|Born||23 August 1927|
|Died||7 April 1999(aged 71)|
|Education||St Thomas’s Primary School; Boston Grammar School (?-1944)|
|Employer||Boston and District Electric Supply Company Limited (BESCO); Royal Signals; East Midlands Electricity Board|
|Relatives||Sam, Jake + 2 (grandchildren); Beryl (cousin); Richard Allday, John Allday (brothers-in-law)|
Vernon Higham was educated at Boston Grammar School (?-1944).
From the August 1999 issue of The Old Bostonian - including contributions by his sons, Tim and Joe
Vernon Higham was born on 23rd August 1927 to George and Rose Higham at Tytton Lane East, Wyberton. He went to school first at St Thomas's Primary School and then at Boston Grammar School which he left in 1944. During his childhood he was a regular member of the Choir at St Leodegar's, Wyberton and he remembered being in St Leodegar's in 1939 with the choir when the vicar came in to announce that Britain had declared war on Germany.
When he left school he joined the Electricity Company in Boston, where he worked for a short period before joining the Royal Signals for his National Service. In 1946 he was sent to Palestine together with all the other "H's" in his group in the Signals (the "A's" and "B's" probably had a jolly posting in the Bahamas!). He served in Palestine during the unrest between the Palestinians and Jewish groups, including Irgun Zwaí Leumi headed by Menachem Begin and the Lehi, during which the British were vainly trying to maintain the peace. He enjoyed his time in Palestine seeing most of the famous sites of the Holy Land, until he was blown up by an Irgun land mine while travelling in a 3-ton truck near Haifa. Vernon was blinded in one eye in the explosion, but he was lucky, several of his colleagues were killed. He then spent over a year in a military hospital in Chester.
On leaving the army, Vernon returned to the Electricity Board, where he continued to work in a variety of positions in the Electricity Board shop and in the main offices. While at the Electricity Board he was a prominent member of NALGO, including being the NALGO representative for Boston Electricity Board for many years. He also took a great interest in Health and Safety at work, being a First Aid trainer and examiner for the Electricity Board.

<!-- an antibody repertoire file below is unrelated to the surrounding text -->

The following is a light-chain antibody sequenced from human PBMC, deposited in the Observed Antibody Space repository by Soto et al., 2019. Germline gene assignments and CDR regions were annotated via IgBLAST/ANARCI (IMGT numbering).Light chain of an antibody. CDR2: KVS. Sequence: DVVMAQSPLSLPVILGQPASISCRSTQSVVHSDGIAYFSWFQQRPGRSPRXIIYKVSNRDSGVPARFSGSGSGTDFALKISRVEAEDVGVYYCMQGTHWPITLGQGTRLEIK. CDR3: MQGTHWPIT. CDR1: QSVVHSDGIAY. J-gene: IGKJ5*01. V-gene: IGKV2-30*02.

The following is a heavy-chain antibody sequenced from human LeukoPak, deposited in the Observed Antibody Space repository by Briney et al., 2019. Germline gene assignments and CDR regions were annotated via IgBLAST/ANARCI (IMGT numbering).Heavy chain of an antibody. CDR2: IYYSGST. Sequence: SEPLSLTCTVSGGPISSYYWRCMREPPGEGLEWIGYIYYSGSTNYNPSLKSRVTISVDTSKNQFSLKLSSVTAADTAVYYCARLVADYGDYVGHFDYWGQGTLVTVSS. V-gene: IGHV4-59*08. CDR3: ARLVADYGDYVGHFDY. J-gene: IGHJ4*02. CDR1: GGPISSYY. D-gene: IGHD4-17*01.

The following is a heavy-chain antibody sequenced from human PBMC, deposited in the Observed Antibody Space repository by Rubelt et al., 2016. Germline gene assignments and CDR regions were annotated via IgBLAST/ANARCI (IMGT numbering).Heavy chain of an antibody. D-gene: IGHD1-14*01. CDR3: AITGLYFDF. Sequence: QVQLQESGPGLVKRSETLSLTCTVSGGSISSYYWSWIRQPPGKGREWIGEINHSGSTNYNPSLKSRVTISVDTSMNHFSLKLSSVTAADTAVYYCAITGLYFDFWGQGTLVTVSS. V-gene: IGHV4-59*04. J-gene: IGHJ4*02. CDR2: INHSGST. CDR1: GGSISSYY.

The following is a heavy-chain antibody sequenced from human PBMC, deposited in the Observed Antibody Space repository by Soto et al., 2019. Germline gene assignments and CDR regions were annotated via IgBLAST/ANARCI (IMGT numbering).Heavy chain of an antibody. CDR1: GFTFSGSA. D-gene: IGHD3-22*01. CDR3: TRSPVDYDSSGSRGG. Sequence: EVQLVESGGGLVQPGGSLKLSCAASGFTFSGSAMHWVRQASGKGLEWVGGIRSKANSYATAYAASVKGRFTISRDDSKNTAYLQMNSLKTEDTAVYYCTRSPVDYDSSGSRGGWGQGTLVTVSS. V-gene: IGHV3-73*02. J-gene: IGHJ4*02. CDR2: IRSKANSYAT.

In 1953 he married Margaret Allday and after living a short while in Wide Bargate with Margaret’s mother, they built themselves a house in West End Road, Wyberton where they lived until 1970. In 1959 and 1960 they had their two sons, Tim and Joe. It was also in the early 60's that they started caravanning, long before it was popular. Throughout the 1960's and 1970's they enjoyed great family caravanning holidays every year with Margaret’s sister's family all over Britain and Europe, from the far North West of Scotland right down to Italy and Switzerland. In 1970 they built their second house in Church Lane, Wyberton, where Vernon remained for the rest of his life.
Outside of the work and family environment Vernon led a very active social life. He had a long involvement with the Boston Scout movement, including time on the District Scout Committee. He was also a long serving and active member of the Boston Choral Society (where he sang as second bass all over Lincolnshire and elsewhere), Boston Concert Club and Boston British Heart Foundation serving on the committees of all these organisations. He was, for a long period, a Wyberton Parochial Church Councillor and for a short period a Wyberton Parish Councillor. He was also a member of the local Freemasons and latterly thoroughly enjoyed his monthly Probus meetings. He even took up bowling in his retirement.
In 1987 Margaret died suddenly and left Vernon as a widower shortly after his 60th birthday. This was undoubtedly a great blow but Vernon responded with great strength of character. He got on with his life throwing himself into his many interests. Vernon had been an only child, but with Margaret gone, Margaret's remaining brothers and their families and his cousin Beryl, responded by giving Vernon great support. He had enjoyable holidays with them and his sons and their families, including his grandchildren Sam and Jake. Many holidays were taken in Belgium, Brussels and elsewhere in Europe and Britain. During his last few years Vernon got great enjoyment from his regular lunch-time visits to the Moores Arms in Frampton.
Sadly his last year was dogged by depression but he was adamant he wanted to remain alone in his own house. He died on 7th April 1999 after a short illness.
Vernon was a physically large man, but always gentle and kind, disliking arguments and other interpersonal conflict. He was one of those few people in this world who never raised his voice and very rarely lost his temper. He was a man who loved meeting people and was always good and convivial company. He was a good listener and someone to whom people often confided.